The fund was very unique, in that it leased the properties we purchased on behalf of the council to the homelessness charity, St Mungo’s. The charity went on to help vulnerable tenants, who had at least one year in the same property, find long-term employment and more stable accommodation for their future.

Whilst working at Resonance for the 6-month project, I had a direct impact in safely housing 81 adults and 66 children, with the figure set to rise to over 250 individuals for Bristol. Since then, the NHPF went on to win the NatWest Social Business Awards’ Investment Deal of the Decade, something I am very proud of.

After the project, I found out about an exciting startup in Manchester called Social Chain. I was successful in getting a role there as a Media Analyst, knowing that I could take the learnings from my previous experiences at Resonance and Deutsche Bank, and apply this to the marketing world. From then, I was reporting on their media portfolio, which has around 80 million followers across social media, analysing relative growth rates, video view consumption and competitor data.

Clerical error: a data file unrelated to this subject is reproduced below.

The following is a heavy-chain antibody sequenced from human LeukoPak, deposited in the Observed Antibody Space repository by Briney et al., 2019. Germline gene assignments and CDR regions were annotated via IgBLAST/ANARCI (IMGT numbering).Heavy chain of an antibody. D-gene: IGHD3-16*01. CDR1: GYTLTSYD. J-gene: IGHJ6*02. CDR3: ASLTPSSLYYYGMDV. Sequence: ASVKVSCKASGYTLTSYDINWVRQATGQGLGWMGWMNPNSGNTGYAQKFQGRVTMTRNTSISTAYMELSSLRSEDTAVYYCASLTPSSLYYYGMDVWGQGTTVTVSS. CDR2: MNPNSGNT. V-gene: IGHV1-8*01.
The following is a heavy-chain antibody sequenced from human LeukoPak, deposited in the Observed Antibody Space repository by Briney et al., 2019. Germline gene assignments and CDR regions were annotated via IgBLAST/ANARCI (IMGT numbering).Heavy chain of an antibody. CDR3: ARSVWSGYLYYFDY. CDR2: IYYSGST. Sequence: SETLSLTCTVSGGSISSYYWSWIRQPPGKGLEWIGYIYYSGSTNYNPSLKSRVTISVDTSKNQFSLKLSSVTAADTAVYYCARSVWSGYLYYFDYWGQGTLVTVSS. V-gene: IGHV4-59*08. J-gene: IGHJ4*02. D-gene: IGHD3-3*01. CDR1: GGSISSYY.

I quickly became interested in the different types of digital tools being harnessed to help maximise growth and engagement of our portfolio, things such as NetBase, Global Web Index and Tubular Labs. By using these, I was able to analyse how brands were engaging with consumers online and how it was being perceived. This became a compelling prospect.

After producing some campaign studies for Coca-Cola, and also developing a unique brand scoring mechanic which ranks the best brands on social, I was approached by a great guy, Chris Parnell, to help develop a Research & Insights proposition at Kairos Media. The role had a new challenge to it and suited me down to the ground.